Whilst we’ve seen a lot of technical development in recent years, such as electronic shifting, new materials and component improvements, I firmly believe that we have only just scratched the surface of where road cycling is going to head in the coming years.
As well as the technical aspects, we need to consider changing consumer requirements for road bikes. Technically, I believe that we will see disc brakes becoming far more common. “Shoe gate” at the races earlier this season has brought disc brakes to the forefront of debate. Whilst some of the initial discussion was negative, it provoked deeper understanding of the benefits of disc brakes and why they deserve a place on a top-end road bike. Many people have had their opinions swayed towards disc brakes by a negative comment made by a pro. As the benefits continue to be experienced though, disc brakes will become more and more popular at all price points. I can see disc brakes becoming the norm in the pro peloton within two years. You heard it here first.
On this note, if the UCI were to change the weight limit regulations, bike manufacturers would be able to really push the envelope in terms of bike development. So much is constrained by the UCI rules and the need to stay within the lower weight limit. Aero bikes were once the sole preserve of racers, but recently we have seen more and more aero developments filtering down to sportive bikes. This, and the introduction of integrated cockpits, will, I believe, also become more common.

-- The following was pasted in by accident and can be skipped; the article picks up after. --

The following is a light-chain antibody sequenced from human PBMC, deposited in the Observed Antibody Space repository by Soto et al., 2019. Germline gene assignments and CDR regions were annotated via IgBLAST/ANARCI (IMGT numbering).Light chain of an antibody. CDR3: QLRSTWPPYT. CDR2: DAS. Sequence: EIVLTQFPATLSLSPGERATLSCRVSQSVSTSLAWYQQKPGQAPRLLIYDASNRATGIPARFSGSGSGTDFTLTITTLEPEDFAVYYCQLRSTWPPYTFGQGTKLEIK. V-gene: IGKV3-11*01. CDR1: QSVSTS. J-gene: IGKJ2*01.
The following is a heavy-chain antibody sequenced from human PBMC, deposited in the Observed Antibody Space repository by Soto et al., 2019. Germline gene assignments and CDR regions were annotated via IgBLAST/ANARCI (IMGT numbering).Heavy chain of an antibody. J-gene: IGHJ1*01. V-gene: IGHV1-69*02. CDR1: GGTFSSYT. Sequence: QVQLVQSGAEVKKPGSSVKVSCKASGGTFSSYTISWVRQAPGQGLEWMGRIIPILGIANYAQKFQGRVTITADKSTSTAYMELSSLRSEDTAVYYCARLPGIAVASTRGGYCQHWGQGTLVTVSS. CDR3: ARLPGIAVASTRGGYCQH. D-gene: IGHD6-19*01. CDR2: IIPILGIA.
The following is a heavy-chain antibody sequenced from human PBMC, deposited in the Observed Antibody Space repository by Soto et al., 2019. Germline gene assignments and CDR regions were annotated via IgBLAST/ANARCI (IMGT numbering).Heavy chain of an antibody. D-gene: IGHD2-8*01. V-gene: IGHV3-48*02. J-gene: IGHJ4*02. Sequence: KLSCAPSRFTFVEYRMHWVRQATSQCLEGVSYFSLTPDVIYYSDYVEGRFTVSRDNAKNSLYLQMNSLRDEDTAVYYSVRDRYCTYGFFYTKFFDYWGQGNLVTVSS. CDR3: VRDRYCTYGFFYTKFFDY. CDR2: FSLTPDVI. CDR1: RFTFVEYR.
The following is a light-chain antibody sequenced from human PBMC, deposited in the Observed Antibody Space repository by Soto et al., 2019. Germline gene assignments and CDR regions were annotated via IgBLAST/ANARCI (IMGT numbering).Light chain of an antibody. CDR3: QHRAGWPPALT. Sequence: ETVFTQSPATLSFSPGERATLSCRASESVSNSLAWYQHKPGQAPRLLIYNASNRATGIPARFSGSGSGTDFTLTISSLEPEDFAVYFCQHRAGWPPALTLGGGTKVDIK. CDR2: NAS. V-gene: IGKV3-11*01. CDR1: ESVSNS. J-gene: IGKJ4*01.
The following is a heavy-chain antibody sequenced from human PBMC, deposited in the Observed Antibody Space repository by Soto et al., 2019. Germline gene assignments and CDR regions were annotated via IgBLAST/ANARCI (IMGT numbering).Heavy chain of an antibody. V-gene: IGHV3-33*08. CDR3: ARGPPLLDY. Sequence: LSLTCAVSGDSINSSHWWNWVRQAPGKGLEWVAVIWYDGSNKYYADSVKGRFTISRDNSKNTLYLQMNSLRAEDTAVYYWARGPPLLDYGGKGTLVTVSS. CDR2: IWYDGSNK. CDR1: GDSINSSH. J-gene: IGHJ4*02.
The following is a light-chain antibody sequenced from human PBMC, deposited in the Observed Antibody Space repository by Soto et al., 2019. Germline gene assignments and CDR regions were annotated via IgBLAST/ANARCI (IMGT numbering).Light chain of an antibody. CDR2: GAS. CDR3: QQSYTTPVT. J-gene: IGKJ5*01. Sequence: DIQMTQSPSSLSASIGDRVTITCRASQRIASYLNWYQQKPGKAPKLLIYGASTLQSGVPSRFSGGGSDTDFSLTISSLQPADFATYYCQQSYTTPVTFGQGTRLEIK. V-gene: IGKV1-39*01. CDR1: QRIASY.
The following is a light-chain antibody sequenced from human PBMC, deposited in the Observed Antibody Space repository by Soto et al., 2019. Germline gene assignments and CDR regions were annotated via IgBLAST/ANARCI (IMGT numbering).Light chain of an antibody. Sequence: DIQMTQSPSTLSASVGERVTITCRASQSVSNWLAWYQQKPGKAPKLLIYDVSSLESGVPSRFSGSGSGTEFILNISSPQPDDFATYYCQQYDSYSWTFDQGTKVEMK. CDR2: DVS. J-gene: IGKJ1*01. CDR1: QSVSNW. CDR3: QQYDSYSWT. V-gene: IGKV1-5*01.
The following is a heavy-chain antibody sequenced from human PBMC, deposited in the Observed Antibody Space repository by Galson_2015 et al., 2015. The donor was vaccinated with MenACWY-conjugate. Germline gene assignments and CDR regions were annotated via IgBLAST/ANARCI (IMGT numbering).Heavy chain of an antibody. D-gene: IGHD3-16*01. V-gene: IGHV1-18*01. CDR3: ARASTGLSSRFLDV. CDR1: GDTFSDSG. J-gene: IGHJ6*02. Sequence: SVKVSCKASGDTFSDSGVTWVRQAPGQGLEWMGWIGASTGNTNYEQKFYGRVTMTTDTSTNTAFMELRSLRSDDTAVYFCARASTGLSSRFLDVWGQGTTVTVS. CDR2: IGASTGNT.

As well as the technical aspects, we need to consider changing consumer requirements for road bikes.
Integration will not just end with the cockpit either. I believe that we will soon see the full integration of groupset, lights and computers on bikes and, as if that isn’t enough electronic development, I expect we will also see the rise of e-road bikes. Yes, really. E-bikes should be making their way to the road cycling market as the motors and units become ever lighter and offer more range. This will open up the road market to a wider audience and, for retailers, will present the need to embrace the e-bike concept by offering workshop services and much more for the motors and batteries. It’s coming – and fast!
But all this development is only good if the consumer’s basic needs are met – these are evolving. Comfort is still king for the majority of riders and this has to be built into the frame. Bikes will need to be increasingly flexible in their intended use too, as consumers seek that “one bike quiver” to cover road, gravel and touring. Riders now have more variety in riding on offer than ever before and this needs to be reflected in the bikes that are being made available to them.